Mary Wollstonecraft, in her watershed text A Vindication of the Rights of Women, perhaps for the first time in English literature, urges men to treat women as equals, and speak to them rationally. In fact, it is almost as if she does not believe women are the fragile little flowers men would make them out to be, capable only of embroidering yet more fragile little flowers rather than turning their minds to more lofty pursuits. Curious.


Now, as a feminist and an embroiderer, I am of course a little sceptical that needlework and so-called lofty pursuits are incompatible. Embroidery gives me space to mull things over in my mind; to ponder everything from the intellectual to the banal. Aside from that, the shared roots of textiles and written text offer an endless source for scholarly research and a rich artistic practice. What I will allow is that it is a calming past-time; one does get into somewhat of a meditative state, and this brings me to my favourite needlework-related quotation of all time, from the granddaddy of psychoanalysis, Mr Sigmund Freud:


"(Hypnoid states) it would seem, grow out of the day-dreams which are so common even in healthy people and to which needlework and similar occupations render women especially prone".





Women are also more prone to these "hypnoid states" because they are the weaker sex (disallowing, of course, the fact that many of them pull off the superhuman equivalent of shoving a watermelon up their nose during labour). For all his sexual liberation, Freud was no feminist, as his theory that women longed for a totemic penis of their very own (thus implying that they were deficient men) indicates. However, it is interesting to me that Freud views embroidery as dangerous; perhaps he's investing a little too much symbolic power in that needle? It reminds me of another quotation I came across once, from the French novelist Colette, concerning her daughter; "she is silent when she sews, silent for hours... she is silent, and she - why not write it down the word that frightens me - she is thinking."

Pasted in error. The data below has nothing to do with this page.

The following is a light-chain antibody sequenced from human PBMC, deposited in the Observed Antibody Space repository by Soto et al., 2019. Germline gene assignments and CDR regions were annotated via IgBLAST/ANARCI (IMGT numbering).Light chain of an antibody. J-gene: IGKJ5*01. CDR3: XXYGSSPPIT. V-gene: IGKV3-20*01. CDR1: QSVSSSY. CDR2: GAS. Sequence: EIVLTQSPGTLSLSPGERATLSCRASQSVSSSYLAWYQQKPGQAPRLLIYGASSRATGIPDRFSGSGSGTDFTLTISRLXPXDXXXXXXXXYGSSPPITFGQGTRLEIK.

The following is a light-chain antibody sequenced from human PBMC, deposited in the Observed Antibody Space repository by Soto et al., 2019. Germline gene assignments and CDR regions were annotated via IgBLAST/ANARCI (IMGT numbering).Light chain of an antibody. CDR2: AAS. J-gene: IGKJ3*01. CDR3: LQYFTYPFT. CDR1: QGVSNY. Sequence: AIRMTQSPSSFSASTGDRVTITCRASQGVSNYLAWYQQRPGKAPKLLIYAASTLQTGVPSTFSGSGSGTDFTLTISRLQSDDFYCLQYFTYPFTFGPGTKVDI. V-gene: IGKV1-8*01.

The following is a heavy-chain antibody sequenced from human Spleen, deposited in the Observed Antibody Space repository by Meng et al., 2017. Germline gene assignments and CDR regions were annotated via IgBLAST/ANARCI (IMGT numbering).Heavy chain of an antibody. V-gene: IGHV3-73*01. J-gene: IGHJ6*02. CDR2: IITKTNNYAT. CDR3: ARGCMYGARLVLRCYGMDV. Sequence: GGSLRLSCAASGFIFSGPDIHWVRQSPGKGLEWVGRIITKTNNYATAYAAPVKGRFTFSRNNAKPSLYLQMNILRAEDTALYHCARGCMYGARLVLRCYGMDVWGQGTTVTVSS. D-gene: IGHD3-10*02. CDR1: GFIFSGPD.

God, forbid, a thinking woman. Dangerous. A woman thinking under cover of an innocent womanly pursuit; doubly so.


Now that I'm studying at the Royal School of Needlework, sewing doesn't often occasion daydreaming for me any more; but when I first picked up a needle, my mind was in turmoil, and the repetitive process both afforded me an occupation (much like the "woman's work" of the 19th Century) and soothed me. In many ways, it was my salvation. It has since become my career path, but it's much more personal than that; I have embroidery to thank, at least partially, for pulling me out of the darkest period of my life.

Despite Freud's misgivings, needlework has since been recognised as an effective form of occupational therapy; following the second world war, shell-shocked soldiers were encouraged to complete embroidery kits as part of their convalescence. More recent studies suggest that the act of embroidery has a physiological effect, regulating heart beat and breathing, triggering "the relaxation response". I myself feel much more relaxed reclining on the sofa with the telly on if I have a bit of stitching in my hands (although that may have more to do with being hooked on needlework than with its calming effect).

An up and coming designer and girl after my own heart, Hannah Hill, recently put into words (and pictures) my own feelings about the salvation of embroidery, summing them up in one of her typically apt and succinct phrases, "Stitch For Survival".




She's surrounded the phrase with tattoo-style illustrations, including a self portrait and her trademark Ghoul Guides badges that she sells in her Etsy shop, and my favourite touch, which one might miss in a quick glance; a tear falling from the eye socket of the skull and crossbones. A reminder that surviving isn't always easy, but that stitching helps.